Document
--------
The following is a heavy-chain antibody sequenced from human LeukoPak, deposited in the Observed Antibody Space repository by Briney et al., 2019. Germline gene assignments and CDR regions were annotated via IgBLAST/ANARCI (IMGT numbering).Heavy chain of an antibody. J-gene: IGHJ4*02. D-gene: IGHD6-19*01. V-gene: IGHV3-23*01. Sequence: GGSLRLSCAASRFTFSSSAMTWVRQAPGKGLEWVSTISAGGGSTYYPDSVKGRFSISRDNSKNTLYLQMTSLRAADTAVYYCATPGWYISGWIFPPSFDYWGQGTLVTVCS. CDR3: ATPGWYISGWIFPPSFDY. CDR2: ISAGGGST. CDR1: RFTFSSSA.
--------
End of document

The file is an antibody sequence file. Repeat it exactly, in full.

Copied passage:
The following is a heavy-chain antibody sequenced from human LeukoPak, deposited in the Observed Antibody Space repository by Briney et al., 2019. Germline gene assignments and CDR regions were annotated via IgBLAST/ANARCI (IMGT numbering).Heavy chain of an antibody. J-gene: IGHJ4*02. D-gene: IGHD6-19*01. V-gene: IGHV3-23*01. Sequence: GGSLRLSCAASRFTFSSSAMTWVRQAPGKGLEWVSTISAGGGSTYYPDSVKGRFSISRDNSKNTLYLQMTSLRAADTAVYYCATPGWYISGWIFPPSFDYWGQGTLVTVCS. CDR3: ATPGWYISGWIFPPSFDY. CDR2: ISAGGGST. CDR1: RFTFSSSA.